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Unruly

Bones Supporter
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Everything posted by Unruly

  1. I'll just leave this here. WIP. Privateer Press Mini-crate from a couple months ago finally showed up. Death Metal Fel Caller, that I just absolutely had to have because just look at it(though he's more waaaay more punk rock than death metal with those liberty spikes). Except the guitar hasn't been touched yet aside from painting the hand the color of the rest of the skin. Not gonna lie, I kind of like how the thing looks with just the stuff I have painted already and the priming.
  2. Last month I was posting in the 3d printing stuff, but I haven't been able to print anything lately so haven't been posting. I'm not getting rid of the red, at least not yet. I'm painting that section with chalkboard paint. It's very tedious, because you've got to let it sit for 2 hours, minimum, between coats and it needs at least 2 coats to work properly. I've got 4 coats so far, because despite sanding the wall down to being smooth the primer and first two coats picked up too much texture from the roller, so I had to hit it with sandpaper to wear it back down, then do it again before the 4th coat. It's still not as smooth as I'd like it to be, but since I don't have a power sander and am doing it by hand it's just going to have to do. Now I'm supposed to wait at least 22 more hours before trying to actually write on it...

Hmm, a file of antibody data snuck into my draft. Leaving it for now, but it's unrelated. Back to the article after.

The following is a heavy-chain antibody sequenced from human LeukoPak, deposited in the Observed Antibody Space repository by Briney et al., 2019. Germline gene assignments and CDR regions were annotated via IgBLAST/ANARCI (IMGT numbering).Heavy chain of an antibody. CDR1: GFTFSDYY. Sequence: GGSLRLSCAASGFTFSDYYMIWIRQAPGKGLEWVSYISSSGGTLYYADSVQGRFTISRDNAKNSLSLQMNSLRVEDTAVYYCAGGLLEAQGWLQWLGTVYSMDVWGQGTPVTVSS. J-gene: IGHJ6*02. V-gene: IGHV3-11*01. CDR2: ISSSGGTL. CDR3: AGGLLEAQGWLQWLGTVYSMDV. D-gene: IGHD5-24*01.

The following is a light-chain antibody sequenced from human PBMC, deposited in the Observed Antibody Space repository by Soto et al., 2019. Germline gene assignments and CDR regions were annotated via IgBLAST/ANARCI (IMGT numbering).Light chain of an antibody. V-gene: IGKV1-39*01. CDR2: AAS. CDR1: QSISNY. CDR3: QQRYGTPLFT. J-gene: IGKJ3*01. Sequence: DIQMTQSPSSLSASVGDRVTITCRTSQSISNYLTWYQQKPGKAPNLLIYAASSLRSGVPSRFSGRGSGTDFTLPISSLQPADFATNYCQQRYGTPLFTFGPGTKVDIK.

3. I'm painting again. Walls count, right? It is for the game room, after all.
  4. My first bottle was paid. Elegoo doesn't give free resin with the printer, sadly. I've thought about different colors and brands, but the Elegoo ABS-like gray seems to be among the best when it comes to price and quality from what I've seen elsewhere. Some of what I've seen is people taking the ABS gray and mixing it with the Elegoo ABS translucent blue 50/50, or mixing it with Siraya Blu, to get better results, but I haven't tried it yet. In fact, I haven't printed anything since my last post. Life got in the way. But once I kill off this first bottle of gray I'm gonna try mixing a 50-50 gray/translucent blue in the bottle.